A Hard Day's Night

Dates and Venue 4 - 10 July 2014 | The Cinematheque, 1131 Howe Street

Reviewer Roger Wayne Eberle

There is nothing easy about sitting through A Hard Day’s Night. At 87 minutes it is nearly an hour and a half too long. When one is not stifling yawns at the pimped-out-precocious antics of the Sixties antidote to artlessness—a double dose of artless guile—one is fighting back the nausea over seeing frenzied teenage fans (mostly girls) losing their battle with self-respect as they go Ga-Ga over the Fab Four.

It is hard to say what is worse: the hiss-hiss-histrionics of the Beatles as they peddle their cutesy personas to the gullible masses or the ho-hum-hysterics of their none-too-subtle fans. This movie is merely one long series of inter-related music videos: short on plot, long on catchy-if-your-bitten-by-the-Beatle-bug singles. The music admittedly makes viewing this movie feel a little less like an endurance test. But not much.

There are to be sure a few good comic touches. Paul’s stand in gramps and his tomfoolery is not one of them. George’s amusing derogation of the ‘trendsetter’ hired by a local fashionista who mistakes him for a male model is a droll piece of meta-ironic humour. But most of the attempts at cleverness don’t come off as well. It’s like John’s one-liner response to the touchy conservative fall guy on the train who says he fought in the war for the likes of them: “Bet you wish you lost.” The truculence of this flippant insouciance may be pretty close to who John really was, and then again, there but for the touch of fame goes a public persona smothered in some kind of smarmy but biting satire.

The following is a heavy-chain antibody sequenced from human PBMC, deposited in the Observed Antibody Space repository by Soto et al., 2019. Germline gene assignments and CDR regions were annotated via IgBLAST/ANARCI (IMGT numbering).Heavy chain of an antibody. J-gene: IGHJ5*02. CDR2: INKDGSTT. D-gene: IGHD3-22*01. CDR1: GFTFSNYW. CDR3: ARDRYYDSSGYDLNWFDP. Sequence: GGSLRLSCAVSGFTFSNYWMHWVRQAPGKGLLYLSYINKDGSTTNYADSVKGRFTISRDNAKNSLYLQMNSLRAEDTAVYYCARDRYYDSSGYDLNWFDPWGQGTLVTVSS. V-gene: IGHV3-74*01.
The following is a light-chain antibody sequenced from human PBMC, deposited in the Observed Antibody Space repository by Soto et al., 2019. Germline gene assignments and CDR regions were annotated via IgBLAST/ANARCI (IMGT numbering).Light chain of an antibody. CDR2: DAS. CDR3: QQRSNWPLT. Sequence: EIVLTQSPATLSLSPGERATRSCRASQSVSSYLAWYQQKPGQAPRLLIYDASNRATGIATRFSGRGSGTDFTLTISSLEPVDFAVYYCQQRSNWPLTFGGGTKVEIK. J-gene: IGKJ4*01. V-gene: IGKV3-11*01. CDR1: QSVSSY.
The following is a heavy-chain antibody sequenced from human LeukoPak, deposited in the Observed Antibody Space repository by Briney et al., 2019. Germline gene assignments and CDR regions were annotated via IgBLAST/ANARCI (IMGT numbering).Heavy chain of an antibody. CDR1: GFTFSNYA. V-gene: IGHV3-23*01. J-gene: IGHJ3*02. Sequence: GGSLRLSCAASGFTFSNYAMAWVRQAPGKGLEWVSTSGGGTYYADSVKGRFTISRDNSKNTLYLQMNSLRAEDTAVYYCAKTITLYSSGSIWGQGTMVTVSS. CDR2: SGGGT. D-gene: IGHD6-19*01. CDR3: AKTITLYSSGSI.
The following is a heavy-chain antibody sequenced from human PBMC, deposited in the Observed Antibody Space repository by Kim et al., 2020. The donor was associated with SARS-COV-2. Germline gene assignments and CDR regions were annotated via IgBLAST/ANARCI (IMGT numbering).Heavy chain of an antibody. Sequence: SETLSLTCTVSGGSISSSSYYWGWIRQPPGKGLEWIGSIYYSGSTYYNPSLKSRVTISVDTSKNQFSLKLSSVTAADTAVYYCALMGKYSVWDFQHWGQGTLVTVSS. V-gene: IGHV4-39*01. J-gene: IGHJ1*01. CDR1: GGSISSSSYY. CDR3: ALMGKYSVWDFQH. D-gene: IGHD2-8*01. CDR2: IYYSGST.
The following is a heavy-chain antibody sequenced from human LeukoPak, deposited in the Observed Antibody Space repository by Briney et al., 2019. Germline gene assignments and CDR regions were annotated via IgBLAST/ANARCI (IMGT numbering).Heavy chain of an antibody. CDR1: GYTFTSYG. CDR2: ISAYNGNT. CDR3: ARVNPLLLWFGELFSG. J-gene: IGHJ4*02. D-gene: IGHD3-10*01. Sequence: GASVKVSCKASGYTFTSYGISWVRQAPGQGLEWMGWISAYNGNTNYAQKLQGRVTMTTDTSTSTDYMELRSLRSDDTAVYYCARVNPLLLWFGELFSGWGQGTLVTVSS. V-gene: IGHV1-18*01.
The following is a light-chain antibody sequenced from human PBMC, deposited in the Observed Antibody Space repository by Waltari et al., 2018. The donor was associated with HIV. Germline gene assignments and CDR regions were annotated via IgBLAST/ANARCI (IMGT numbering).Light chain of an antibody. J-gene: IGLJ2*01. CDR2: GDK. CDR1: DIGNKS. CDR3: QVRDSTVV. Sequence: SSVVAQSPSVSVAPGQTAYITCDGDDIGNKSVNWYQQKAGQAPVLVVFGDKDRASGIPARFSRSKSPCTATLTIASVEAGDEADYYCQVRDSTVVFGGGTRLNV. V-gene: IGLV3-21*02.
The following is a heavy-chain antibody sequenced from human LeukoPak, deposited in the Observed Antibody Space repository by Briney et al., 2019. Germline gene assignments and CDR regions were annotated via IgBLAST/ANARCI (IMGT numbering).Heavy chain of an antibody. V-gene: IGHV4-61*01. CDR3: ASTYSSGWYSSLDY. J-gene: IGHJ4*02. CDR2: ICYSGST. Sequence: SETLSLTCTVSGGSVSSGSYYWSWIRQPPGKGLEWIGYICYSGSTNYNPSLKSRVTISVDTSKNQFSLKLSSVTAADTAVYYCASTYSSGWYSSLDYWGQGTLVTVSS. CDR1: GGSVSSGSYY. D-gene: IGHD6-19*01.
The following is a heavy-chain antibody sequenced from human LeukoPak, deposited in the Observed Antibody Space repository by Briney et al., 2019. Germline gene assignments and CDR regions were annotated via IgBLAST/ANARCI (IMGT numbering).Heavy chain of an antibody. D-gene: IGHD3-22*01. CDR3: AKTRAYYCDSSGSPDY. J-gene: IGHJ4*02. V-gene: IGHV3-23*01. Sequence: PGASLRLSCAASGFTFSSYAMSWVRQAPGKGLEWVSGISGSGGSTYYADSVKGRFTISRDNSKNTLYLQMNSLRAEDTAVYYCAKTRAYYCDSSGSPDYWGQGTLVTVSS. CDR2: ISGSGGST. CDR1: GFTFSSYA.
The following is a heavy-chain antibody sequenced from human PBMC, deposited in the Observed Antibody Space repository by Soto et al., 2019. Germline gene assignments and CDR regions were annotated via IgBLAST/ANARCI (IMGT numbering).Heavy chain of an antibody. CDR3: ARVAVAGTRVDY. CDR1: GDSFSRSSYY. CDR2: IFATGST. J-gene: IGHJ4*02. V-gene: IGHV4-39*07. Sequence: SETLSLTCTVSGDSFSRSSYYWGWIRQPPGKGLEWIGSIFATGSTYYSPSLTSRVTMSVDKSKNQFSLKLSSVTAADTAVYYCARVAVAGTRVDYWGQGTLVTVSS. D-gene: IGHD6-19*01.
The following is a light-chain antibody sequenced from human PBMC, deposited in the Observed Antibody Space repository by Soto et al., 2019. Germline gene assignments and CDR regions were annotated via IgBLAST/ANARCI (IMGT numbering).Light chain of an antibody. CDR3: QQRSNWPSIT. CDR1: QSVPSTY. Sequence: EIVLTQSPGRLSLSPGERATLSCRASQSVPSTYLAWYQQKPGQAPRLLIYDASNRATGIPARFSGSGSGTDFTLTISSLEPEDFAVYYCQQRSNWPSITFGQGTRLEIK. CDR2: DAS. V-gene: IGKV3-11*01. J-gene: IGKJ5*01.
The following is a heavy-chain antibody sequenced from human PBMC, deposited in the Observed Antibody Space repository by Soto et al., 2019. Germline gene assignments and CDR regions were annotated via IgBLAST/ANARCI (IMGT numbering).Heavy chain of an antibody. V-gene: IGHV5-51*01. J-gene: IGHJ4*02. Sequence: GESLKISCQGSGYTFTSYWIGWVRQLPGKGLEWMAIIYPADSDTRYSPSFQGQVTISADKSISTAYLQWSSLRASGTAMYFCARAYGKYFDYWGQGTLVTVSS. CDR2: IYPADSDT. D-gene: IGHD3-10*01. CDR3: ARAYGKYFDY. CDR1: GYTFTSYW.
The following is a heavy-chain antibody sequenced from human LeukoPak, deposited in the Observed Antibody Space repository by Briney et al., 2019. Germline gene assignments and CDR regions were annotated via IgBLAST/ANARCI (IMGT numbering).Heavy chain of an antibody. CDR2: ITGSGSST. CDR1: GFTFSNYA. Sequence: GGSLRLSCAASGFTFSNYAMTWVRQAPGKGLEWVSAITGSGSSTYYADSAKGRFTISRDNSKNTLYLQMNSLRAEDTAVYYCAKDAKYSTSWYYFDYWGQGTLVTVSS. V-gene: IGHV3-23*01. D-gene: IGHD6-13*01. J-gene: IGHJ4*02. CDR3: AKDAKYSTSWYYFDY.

Don’t go to this Hard Day’s Night expecting anything more than a feast of gags and shenanigans served up as groovy gravy for groupies, because this is nothing more than an immature response to ample doses of adolescent adulation. And I take that back about the music. These are only a few good songs enlisted in the aid of a bad cause, prompting this reviewer to make a snappy rejoinder to John’s previously-mentioned curt come-back: “Bet you wish you had all become brick-layers.” Then again, maybe that’s the kind of response John and the boys had in mind all along. Maybe now that John knows the answer to the question about whether the Beatles were ever more popular than Jesus, he’s now a Roger Waters fan. Because all in all, A Hard Day’s Night is just another brick in the wall.

© 2014 Roger Wayne Eberle